B2B Sales is a tough profession. It is a fun and challenging vocation to be in. It can be rewarding and extremely lucrative. It can fast track careers and get high performing sales reps noticed at the highest levels of the organisation. It can serve to be a fast onramp to the much-coveted C-Suite. But there is no denying it. B2B Sales is a tough profession. The ‘highs’ of the role allow the salesperson to experience all the benefits of riding the sales high. Equally, the ‘lows’ of the B2B sales profession bring all the downsides. It really is a story of stark contrasts.
Salespeople become adept at battling the downsides. They learn how to fight themselves out of the several lost deals for that one win. They become skilled at getting ‘that deal’ over the line just before the quarter’s closing. They also master bringing in a large opportunity and closing it just before the end of the FY. B2B salespeople become well versed in making the impossible, possible. But all of this comes at a cost. There is a mental price for the salesperson and the sales leaders involved. Many sales teams seem to almost enjoy the dark lows and the euphoric highs. They take into their stride the sinusoidal nature of the profession of B2B selling.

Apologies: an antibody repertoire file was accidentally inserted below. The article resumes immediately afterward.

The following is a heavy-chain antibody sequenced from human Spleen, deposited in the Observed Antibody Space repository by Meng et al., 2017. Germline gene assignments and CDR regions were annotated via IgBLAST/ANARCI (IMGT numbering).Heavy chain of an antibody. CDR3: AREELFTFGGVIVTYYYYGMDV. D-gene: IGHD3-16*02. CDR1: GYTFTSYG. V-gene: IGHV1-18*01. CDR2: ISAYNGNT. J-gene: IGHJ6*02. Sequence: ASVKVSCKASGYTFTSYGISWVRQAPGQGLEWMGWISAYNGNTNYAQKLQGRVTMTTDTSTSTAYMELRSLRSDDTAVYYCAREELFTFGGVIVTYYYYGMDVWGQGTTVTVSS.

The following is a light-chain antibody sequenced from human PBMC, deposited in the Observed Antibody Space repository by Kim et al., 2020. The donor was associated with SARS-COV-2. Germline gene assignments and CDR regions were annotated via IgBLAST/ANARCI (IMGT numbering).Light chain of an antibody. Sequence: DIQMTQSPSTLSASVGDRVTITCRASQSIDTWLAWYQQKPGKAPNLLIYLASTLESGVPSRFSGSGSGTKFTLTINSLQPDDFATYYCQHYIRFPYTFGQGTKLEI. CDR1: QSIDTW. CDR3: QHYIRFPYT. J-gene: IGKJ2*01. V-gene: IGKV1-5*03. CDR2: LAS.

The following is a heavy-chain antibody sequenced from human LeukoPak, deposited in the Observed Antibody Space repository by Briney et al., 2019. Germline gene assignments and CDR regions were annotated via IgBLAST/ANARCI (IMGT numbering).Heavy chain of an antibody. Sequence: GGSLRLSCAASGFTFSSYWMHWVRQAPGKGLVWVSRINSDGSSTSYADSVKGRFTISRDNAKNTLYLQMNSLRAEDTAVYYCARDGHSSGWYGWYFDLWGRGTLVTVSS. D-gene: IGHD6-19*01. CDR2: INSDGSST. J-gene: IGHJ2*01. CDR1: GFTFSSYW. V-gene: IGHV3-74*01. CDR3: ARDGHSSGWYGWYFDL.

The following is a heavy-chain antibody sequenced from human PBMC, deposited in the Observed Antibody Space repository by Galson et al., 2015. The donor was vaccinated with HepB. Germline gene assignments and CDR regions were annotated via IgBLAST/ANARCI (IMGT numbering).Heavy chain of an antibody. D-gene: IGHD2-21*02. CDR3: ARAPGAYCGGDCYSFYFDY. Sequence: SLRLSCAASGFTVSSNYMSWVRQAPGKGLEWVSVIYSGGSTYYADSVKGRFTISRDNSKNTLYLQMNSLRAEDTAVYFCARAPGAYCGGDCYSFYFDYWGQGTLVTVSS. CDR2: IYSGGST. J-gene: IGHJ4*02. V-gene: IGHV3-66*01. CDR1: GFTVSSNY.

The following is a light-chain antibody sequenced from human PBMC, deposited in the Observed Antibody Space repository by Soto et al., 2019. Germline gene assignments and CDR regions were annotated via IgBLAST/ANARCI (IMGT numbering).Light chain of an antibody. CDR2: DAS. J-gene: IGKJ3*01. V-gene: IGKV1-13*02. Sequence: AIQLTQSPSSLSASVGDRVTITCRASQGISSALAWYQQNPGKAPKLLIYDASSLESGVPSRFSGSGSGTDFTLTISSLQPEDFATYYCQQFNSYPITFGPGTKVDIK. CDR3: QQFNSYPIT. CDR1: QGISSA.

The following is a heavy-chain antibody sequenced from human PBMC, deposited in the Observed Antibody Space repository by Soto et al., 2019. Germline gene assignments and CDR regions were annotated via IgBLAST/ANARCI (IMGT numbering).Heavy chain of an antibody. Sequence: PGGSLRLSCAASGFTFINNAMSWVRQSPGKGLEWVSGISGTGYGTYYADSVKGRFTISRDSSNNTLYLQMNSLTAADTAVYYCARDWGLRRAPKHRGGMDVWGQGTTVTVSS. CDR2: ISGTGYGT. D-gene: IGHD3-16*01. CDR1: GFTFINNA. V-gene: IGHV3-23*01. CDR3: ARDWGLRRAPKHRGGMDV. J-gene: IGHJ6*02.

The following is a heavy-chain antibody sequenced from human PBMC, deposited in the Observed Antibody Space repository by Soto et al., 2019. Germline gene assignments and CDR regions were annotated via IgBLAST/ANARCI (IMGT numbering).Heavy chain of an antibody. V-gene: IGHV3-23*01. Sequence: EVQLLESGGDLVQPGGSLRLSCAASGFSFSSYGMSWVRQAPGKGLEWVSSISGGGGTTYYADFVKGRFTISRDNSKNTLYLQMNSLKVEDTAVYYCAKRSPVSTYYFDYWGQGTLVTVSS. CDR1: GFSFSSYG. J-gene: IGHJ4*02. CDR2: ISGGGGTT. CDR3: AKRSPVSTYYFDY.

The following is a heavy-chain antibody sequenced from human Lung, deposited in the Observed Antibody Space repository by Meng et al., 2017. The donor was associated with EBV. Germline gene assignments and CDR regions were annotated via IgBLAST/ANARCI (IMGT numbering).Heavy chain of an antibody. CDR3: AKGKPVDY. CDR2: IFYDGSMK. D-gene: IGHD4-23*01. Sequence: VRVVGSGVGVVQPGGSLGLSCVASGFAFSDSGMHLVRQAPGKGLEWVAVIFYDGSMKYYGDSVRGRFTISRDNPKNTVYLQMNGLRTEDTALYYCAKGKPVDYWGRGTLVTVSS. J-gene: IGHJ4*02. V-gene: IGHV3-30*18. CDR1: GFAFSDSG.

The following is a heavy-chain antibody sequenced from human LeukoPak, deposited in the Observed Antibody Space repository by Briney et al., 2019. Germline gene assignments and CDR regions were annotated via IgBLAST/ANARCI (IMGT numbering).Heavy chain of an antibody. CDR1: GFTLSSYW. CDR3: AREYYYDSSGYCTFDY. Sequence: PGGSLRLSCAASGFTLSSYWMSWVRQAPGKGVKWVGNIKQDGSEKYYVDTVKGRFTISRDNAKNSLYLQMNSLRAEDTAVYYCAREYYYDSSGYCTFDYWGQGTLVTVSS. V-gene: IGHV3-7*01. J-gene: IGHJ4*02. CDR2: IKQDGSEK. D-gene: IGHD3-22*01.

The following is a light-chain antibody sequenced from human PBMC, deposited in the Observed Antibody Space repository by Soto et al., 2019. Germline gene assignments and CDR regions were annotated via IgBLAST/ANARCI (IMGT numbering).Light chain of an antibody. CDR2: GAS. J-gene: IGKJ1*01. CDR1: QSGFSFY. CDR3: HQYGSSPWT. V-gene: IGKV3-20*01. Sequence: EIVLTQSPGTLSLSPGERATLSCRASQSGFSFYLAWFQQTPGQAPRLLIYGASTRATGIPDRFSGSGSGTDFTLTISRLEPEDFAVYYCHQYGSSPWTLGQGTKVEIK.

However, there is an inherent problem in B2B sales cultures globally. Salespeople often take their foot off the accelerator after getting that big deal over the line and reaching their sales target. To be candid, it is rather tempting to take your foot off when the times are good. Even for the sales leader, once you have made the team target for the quarter or the FY, it is easy to fall into the trap of complacency. After all, revenue is coming in steadily, cash flow is healthy, team morale is high, stress levels are low, your team has achieved their quotas, you have paid their commissions, and success is in the air. However, sitting back and enjoying the rolling results of deals closed in previous quarters is a flawed business practice. One practised more commonly than it should be.